The future is already here. Apparently there are about 3,100 people doing COVID Contact Tracing in Wales (Wrexham Leader, November 2020). From what I understand most of these people are; working from home and contacting people in the local area where they live. Local people talking to local people – sort of demonstrating the point I’ve made above…

I do actually know a few people who work as Contact Tracers. One of the things they say is that the local knowledge they have, helps them to connect with people, and get a better result. The fact that there’s a common connection ‘we both live locally’, the nature of the conversation is going to be a bit different.

So, what happens after COVID? If you jumble together all of what I’ve written here I think there might be an opportunity… All sorts of customer services have moved from offices to be delivered from people’s homes in local communities. Technology should just help to make the job easier and better in the future. We’ve also got a cohort of 3,100 Contact Tracers deeply connected with people in their communities.

Human Sensor Networks. To borrow a phrase from Dave Snowden, COVID Contact Tracing in Wales has created a ‘Human Sensor Network’. I’m just wondering what this network could do after COVID? With organisations like the Institute of Welsh Affairs creating a Learning Partnership to listen to Citizens Voices, this might be the perfect network. It already exists and maybe they could join up? Just a thought… Here’s a link to Dave talking about Human Sensor Networks at the State of the Net conference and a link to the IWA Live Learning Partnership.

I don’t know the answer to any of this but, I’m just hoping that after COVID the customer services I encounter will be; More Human, More Local and More Joyful.

So, What’s the PONT?

  1. Humans are better at conversations with other humans than computers. Its not a competition, they can work together.
  2. COVID has shown that all sorts of customer service activities can be ‘distributed out into local communities’. People working from home means you could talk to a local person to discuss your local issues.
  3. Contact Tracers are effectively a ‘Human Sensor Network’, unlike anything that exists. What that network might be after COVID is an interesting possibility.

About WhatsthePONT

I'm from Old South Wales and I'm interested almost everything. Narrowing it down a bit: cooperatives, social enterprises, decent public services, complexity science, The Cynefin Framework, behavioural science and a sustainable future. In 2018/19 I completed a Winston Churchill Travelling Fellowship, looking at big cooperative enterprises and social businesses in NE Spain and the USA. You can find out more here: https://whatsthepont.com/churchill-fellowship/

7 Responses

  1. Absolutely fantastic article, with some really thought provoking points.

    One thing I also think is that some of the more linear problem-solving/process improvement approaches that originated in manufacturing and have subsequently been applied to service environments (you know the ones…) have meant that all of the ‘slack’ has been removed. They build ‘standard’ processes for ‘standard’ customers… the issue being that (other than the neat persona that was used during designing the service), that customer *doesn’t* exist. And if there’s any change to the environment (e.g. a sudden spike of calls due to COVID) the processes can’t cope.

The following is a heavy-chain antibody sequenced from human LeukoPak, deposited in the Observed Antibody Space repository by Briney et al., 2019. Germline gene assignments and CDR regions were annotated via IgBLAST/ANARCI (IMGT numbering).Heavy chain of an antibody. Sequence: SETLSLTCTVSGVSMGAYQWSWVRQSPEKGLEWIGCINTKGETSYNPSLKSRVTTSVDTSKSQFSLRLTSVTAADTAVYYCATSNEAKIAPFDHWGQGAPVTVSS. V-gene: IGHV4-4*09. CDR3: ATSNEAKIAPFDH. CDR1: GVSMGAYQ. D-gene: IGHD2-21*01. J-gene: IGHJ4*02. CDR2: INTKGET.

They optimise the 80% forgetting they still need to cater for the 20%… so anyone who asks something ‘off script’ gets fobbed off. This is combined with ‘management by objectives’ at such a micro-level (e.g. “average call handling time”, “wrap-time”, “# calls per day”) that it is actually in the call-handlers interest to fob the person off. The management pretty much *incentivise* it if they are micro-managing in this way.

    Which ironically means the majority of stuff the call handlers are dealing with is stuff that should have been dealt with right the first time IF they’d designed the processes with adaptability and variety in mind… Of course, not *all* contact centres are like this….

    …Anyway, I digress, however the connection is that your (really thought provoking) observation about regional/community based responses is perhaps a way of absorbing/understanding this variety. E.g. build slack *into* the processes, have individuals accountable so the call comes back to *them* (creating the best incentive to get the thing resolved).

    Or perhaps I am being overly optimistic 🙂

  2. David Williams

    Someone I know has just received an invite to receive their vaccination but at a regional centre 26 miles away whereas someone else local to them has been offered somewhere only 5 miles away – and all mediated through a remote call centre with no local knowledge.

  3. As always find your writing thought provoking and accurate. I’m all for chatbots in the public sector, but only so that we can focus on the more important human centered conversations.

  4. Fatima

    Great article!
    I am of your generation and I find it difficult to accept these new tools; especially when, as you say, it involves explaining situations of a certain complexity. The person opposite is often very limited in his responses and the help he can provide. The worst is when you have sorting systems at the beginning like: type 1 if …; at the end of the process, you are dealing with a human, who tells you he/she’s not the right person to talk to! and you have to start all over!